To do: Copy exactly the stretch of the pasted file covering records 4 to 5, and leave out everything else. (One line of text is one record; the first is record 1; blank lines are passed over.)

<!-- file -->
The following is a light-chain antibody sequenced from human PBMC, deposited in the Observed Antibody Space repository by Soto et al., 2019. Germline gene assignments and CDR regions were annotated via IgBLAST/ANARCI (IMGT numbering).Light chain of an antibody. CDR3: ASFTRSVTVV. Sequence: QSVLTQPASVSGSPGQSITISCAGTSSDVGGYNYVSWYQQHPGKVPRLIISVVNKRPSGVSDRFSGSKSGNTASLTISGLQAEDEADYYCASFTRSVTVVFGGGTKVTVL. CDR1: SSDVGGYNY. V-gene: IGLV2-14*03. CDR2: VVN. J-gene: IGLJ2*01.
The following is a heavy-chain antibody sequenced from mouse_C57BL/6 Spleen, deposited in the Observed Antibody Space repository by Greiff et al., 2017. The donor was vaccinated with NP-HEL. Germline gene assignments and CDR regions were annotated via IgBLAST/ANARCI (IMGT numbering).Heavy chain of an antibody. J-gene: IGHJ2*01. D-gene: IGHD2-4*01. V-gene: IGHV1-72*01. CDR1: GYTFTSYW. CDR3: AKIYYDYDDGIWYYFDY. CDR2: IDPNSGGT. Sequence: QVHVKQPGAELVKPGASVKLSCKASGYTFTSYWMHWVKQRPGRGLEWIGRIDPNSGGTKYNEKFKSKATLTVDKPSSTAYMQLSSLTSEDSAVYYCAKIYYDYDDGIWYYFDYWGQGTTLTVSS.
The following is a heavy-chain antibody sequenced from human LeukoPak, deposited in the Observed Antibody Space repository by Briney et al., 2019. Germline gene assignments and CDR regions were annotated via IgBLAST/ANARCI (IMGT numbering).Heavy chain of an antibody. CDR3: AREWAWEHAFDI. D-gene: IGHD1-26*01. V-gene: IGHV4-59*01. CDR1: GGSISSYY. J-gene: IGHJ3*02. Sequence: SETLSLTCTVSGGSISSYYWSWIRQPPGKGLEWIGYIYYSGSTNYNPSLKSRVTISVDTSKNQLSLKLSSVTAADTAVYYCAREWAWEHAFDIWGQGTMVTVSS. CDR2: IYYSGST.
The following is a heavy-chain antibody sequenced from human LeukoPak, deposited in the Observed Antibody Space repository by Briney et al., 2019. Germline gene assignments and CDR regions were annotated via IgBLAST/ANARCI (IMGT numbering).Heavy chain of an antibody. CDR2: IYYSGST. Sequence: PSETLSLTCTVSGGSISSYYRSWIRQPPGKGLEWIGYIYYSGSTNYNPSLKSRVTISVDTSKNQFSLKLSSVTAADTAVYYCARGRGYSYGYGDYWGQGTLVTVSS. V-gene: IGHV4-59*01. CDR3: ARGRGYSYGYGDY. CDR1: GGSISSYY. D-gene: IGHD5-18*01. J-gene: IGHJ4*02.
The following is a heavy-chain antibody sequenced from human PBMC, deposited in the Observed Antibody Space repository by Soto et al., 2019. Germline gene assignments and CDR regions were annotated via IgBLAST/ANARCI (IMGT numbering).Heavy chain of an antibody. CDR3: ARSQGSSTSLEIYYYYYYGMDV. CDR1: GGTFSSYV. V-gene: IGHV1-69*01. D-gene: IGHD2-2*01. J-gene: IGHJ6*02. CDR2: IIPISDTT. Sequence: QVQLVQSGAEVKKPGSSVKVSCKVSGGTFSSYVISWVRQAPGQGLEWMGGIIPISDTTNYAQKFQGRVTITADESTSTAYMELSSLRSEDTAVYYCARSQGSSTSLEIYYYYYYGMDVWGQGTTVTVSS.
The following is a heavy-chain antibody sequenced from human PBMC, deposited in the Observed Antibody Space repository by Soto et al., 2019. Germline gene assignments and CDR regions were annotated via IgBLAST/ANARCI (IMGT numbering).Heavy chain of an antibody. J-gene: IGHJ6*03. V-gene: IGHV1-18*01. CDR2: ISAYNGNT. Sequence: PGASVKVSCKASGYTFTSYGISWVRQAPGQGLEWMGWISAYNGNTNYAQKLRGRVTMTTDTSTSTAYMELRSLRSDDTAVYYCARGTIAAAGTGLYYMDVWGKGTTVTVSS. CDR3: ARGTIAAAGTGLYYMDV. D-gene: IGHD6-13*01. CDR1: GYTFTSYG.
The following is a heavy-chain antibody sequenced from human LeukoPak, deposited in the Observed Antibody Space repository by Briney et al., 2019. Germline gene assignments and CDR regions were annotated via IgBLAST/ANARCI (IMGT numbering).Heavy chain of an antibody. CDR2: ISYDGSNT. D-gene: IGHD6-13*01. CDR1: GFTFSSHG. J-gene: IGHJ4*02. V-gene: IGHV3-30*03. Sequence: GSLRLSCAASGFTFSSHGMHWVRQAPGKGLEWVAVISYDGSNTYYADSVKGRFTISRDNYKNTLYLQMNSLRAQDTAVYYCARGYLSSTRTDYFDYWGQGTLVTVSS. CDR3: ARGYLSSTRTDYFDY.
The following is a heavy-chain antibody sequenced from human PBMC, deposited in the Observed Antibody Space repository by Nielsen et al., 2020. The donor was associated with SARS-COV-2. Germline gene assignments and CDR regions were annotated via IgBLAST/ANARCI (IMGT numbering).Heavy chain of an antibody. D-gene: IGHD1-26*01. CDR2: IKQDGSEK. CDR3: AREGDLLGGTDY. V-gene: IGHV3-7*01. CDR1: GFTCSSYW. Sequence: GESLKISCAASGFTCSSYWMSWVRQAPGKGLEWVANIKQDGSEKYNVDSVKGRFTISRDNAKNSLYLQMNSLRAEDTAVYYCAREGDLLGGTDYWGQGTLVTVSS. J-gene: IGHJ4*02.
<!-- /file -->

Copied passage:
The following is a heavy-chain antibody sequenced from human LeukoPak, deposited in the Observed Antibody Space repository by Briney et al., 2019. Germline gene assignments and CDR regions were annotated via IgBLAST/ANARCI (IMGT numbering).Heavy chain of an antibody. CDR2: IYYSGST. Sequence: PSETLSLTCTVSGGSISSYYRSWIRQPPGKGLEWIGYIYYSGSTNYNPSLKSRVTISVDTSKNQFSLKLSSVTAADTAVYYCARGRGYSYGYGDYWGQGTLVTVSS. V-gene: IGHV4-59*01. CDR3: ARGRGYSYGYGDY. CDR1: GGSISSYY. D-gene: IGHD5-18*01. J-gene: IGHJ4*02.
The following is a heavy-chain antibody sequenced from human PBMC, deposited in the Observed Antibody Space repository by Soto et al., 2019. Germline gene assignments and CDR regions were annotated via IgBLAST/ANARCI (IMGT numbering).Heavy chain of an antibody. CDR3: ARSQGSSTSLEIYYYYYYGMDV. CDR1: GGTFSSYV. V-gene: IGHV1-69*01. D-gene: IGHD2-2*01. J-gene: IGHJ6*02. CDR2: IIPISDTT. Sequence: QVQLVQSGAEVKKPGSSVKVSCKVSGGTFSSYVISWVRQAPGQGLEWMGGIIPISDTTNYAQKFQGRVTITADESTSTAYMELSSLRSEDTAVYYCARSQGSSTSLEIYYYYYYGMDVWGQGTTVTVSS.